East Mill, Morpeth

“The East Water Mill is on the same side of the river as the Manor Mill, and both belong to lord Carlisle” This rather matter of fact account of East Mill is taken from Hodgson’s History of Morpeth, written in 1832. This account is in stark contrast to many subsequent descriptions but was written before the large imposing “NEW PROCESS FLOUR MILL 1892” was built on the site (e.g. Bibby, 1978 & Pike & Co (publishers), c1890s – see below).

The following extracts are not meant to give a definitive history of East Mill, but provide some interesting contemporary accounts of the mill and provide the bare bones for more detailed research.

Contemporary Account
The following is taken from: A descriptive account of Morpeth – illustrated. W.T. Pike & Co (c1890s).

Corn Miller, etc., East Mill.

East MillOur review of the industries of Morpeth would be incomplete without a brief sketch of the important business carried on by Mr. William Davison, of the East Mill. The business itself is a very old one. The old mill was erected many years ago, and was re-built as far back as 1798. Mr. Davison took over the business some thirty years ago, and in 1890 became the owner of the whole of the premises by purchase. The premises being quite inadequate for his rapidly increasing business, a year later, 1892, the present new mill was erected. This structure is a fine substantial and commodious stone building, equipped with all the latest and most improved machinery, and in every way suited to the conduct of the extensive trade. There is a fine range of sheds and stables adjoining; while the storage room is ample. The offices are roomy and well placed, and the yards exceptionally spacious and convenient. The whole presents a most cleanly appearance; while the entire buildings are lit up throughout by electricity. The old mill is used for the storage and manufacture of feeding stuffs; and the new mill for flour, both steam and water power being employed for driving the machinery in the new mill. Before being ground the wheat undergoes a very complete process of cleaning by effective and well arranged machinery. It is then passed on to the new mill, where the steam power is utilised for grinding it by the most improved process. After this the dressing and final processes are gone through. The flour is of the finest quality and bears a high reputation throughout the district. Many of the bakers, stores, and other retailers draw their supplies from here, while a considerable private retail trade is also done. The water power in the new mill is used in conjunction with steam for driving the dynamo used for electric lighting. Mr. Davison also deals largely in Scotch and English oatmeal, shelled barley, split peas, oats, beans, barley, Indian corn, etc. Large stocks of these are always on hand. The business in all departments is carried on both wholesale and retail, and is managed throughout in a manner reflecting great credit upon the proprietor. The enterprise shown by Mr. Davison during his lengthy term of proprietorship, has had its reward in the remarkable success achieved, and there is every indication of a further development of his already wide-spread connections. The business is one having a considerable interest for the people of Morpeth, seeing that Mr. Davison is the pioneer of electric lighting in the borough. On the completion of the new mill the subject of lighting became one of great importance, and with characteristic enterprise Mr. Davison determined to employ electricity, and showed that many mechanical engineers are wrong in their conclusions by proving that steam and water can be used together as motive powers. So successful has been the installation, that the Board of Health have employed Mr. Davison’s dynamo for lighting four lamps, which are their property, and a further extension may be anticipated.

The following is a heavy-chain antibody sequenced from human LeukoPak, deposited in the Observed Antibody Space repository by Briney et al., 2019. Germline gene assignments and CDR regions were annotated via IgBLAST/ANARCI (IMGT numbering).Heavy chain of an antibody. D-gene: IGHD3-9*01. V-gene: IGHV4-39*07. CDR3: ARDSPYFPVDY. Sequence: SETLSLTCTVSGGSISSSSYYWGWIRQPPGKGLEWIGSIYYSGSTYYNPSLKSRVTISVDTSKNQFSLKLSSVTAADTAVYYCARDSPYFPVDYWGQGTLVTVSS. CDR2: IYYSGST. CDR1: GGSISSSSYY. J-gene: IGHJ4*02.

The Eric Griffith account
The following is taken from the unpublished manuscript “A History of Northumberland Water mills” by E.P. Griffith. {Note: The Manor Mill almost certainly refers to another mill in Morpeth, Ed}